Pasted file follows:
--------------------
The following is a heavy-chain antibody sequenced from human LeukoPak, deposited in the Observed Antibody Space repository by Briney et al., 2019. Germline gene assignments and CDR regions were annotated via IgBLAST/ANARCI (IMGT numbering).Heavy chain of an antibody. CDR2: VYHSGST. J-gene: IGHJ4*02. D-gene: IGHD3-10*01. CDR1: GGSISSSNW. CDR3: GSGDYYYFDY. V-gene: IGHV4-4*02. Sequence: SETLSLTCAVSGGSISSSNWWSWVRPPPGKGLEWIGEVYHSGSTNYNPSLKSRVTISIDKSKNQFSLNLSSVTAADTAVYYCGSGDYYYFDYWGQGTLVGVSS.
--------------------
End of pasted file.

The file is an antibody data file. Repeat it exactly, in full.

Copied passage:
The following is a heavy-chain antibody sequenced from human LeukoPak, deposited in the Observed Antibody Space repository by Briney et al., 2019. Germline gene assignments and CDR regions were annotated via IgBLAST/ANARCI (IMGT numbering).Heavy chain of an antibody. CDR2: VYHSGST. J-gene: IGHJ4*02. D-gene: IGHD3-10*01. CDR1: GGSISSSNW. CDR3: GSGDYYYFDY. V-gene: IGHV4-4*02. Sequence: SETLSLTCAVSGGSISSSNWWSWVRPPPGKGLEWIGEVYHSGSTNYNPSLKSRVTISIDKSKNQFSLNLSSVTAADTAVYYCGSGDYYYFDYWGQGTLVGVSS.